pu·​tre·​fy ˈpyü-trə-ˌfī How to pronounce putrefy (audio)
putrefied; putrefying

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Choose the Right Synonym for putrefy

decay, decompose, rot, putrefy, spoil mean to undergo destructive dissolution.

decay implies a slow change from a state of soundness or perfection.

a decaying mansion

decompose stresses a breaking down by chemical change and when applied to organic matter a corruption.

the strong odor of decomposing vegetation

rot is a close synonym of decompose and often connotes foulness.

fruit was left to rot in warehouses

putrefy implies the rotting of animal matter and offensiveness to sight and smell.

corpses putrefying on the battlefield

spoil applies chiefly to the decomposition of foods.

keep the ham from spoiling

Example Sentences

we traced the bad smell to a dead skunk putrefying under the house
Recent Examples on the Web Many recipes that survive from antiquity call for allowing fish to putrefy in open vats under the Mediterranean sun for up to three months. Taras Grescoe, Smithsonian Magazine, 23 Oct. 2021 But some of the ailments Romans suffered boggle the mind—vicious fevers, wasting diseases and worms living in putrefying wounds that refused to heal. Edward Watts, Smithsonian Magazine, 28 Apr. 2020 But this, Marcus stresses, only causes our emotions to putrefy and fester. Barrett Swanson, Harper's magazine, 28 Oct. 2019 The paintings of putrefying corpses and splayed-open cadavers made by Hyman Bloom between 1943 and 1954 constitute one of the most extraordinary and disturbingly beautiful bodies of work in American art. Sebastian Smee, Washington Post, 31 July 2019 The injunction contends that long-distance travel does not broaden the mind, as commonly supposed, but putrefies the character by exposing it to impurity. Alex Perry, Outside Online, 24 July 2019 Soutine’s table is brutally buckled, and the roiling white tablecloth, yellowish-green, suggests putrefying flesh and pitching sea, nearly capsizing a standing jug and pitcher. Lance Esplund, WSJ, 2 May 2018 Sulfur atoms had started to bind with his hemoglobin, a process that would typically only occur in putrefying corpses. Sylvia Morrow, Discover Magazine, 6 Oct. 2017 Time, heat and water were Yaw’s enemies now, conspiring beneath the carpets to rot and putrefy. Jack Healy, New York Times, 2 Sep. 2017 See More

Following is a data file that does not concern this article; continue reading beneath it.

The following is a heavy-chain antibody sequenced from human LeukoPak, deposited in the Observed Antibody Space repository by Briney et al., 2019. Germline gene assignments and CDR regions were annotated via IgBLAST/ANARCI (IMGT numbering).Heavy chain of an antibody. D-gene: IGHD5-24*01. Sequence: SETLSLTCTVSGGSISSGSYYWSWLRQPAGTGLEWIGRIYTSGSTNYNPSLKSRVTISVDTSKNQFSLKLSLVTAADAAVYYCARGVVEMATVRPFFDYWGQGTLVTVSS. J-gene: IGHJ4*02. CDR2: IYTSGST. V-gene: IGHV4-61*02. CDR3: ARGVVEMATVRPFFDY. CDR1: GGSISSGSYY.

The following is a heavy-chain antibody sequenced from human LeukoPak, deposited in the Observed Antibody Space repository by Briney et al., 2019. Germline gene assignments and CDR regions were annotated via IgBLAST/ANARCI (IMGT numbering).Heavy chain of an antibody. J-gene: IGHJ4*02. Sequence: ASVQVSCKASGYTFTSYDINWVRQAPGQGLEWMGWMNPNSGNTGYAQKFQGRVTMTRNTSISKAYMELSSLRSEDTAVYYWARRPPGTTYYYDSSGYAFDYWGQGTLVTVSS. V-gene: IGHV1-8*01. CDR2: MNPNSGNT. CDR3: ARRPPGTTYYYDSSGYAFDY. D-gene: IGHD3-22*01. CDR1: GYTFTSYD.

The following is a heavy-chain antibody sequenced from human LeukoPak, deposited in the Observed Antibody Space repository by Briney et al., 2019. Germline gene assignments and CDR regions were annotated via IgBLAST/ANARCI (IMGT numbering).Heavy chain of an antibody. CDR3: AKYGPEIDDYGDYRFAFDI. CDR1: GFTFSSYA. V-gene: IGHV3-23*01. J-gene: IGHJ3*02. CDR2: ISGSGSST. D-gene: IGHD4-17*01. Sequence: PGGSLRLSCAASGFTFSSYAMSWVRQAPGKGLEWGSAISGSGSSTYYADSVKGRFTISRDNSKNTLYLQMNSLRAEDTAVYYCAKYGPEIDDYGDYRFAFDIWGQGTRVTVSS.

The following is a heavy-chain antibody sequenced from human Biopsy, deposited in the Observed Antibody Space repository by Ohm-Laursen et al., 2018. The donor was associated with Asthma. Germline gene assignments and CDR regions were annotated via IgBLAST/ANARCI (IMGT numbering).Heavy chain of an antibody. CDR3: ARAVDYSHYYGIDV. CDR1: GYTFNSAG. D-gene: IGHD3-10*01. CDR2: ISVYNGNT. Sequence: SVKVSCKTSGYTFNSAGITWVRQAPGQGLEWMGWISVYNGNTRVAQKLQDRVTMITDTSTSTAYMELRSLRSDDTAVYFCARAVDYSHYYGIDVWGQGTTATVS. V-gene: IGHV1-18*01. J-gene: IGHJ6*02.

These example sentences are selected automatically from various online news sources to reflect current usage of the word 'putrefy.' Views expressed in the examples do not represent the opinion of Merriam-Webster or its editors. Send us feedback.

Word History


Middle English putrefien, from Middle French & Latin; Middle French putrefier, from Latin putrefacere, from putrēre to be rotten + facere to make — more at do

First Known Use

14th century, in the meaning defined at transitive sense

Time Traveler
The first known use of putrefy was in the 14th century

Dictionary Entries Near putrefy

Cite this Entry

“Putrefy.” Merriam-Webster.com Dictionary, Merriam-Webster, https://www.merriam-webster.com/dictionary/putrefy. Accessed 2 Oct. 2022.

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Medical Definition



pu·​tre·​fy ˈpyü-trə-ˌfī How to pronounce putrefy (audio)
putrefied; putrefying

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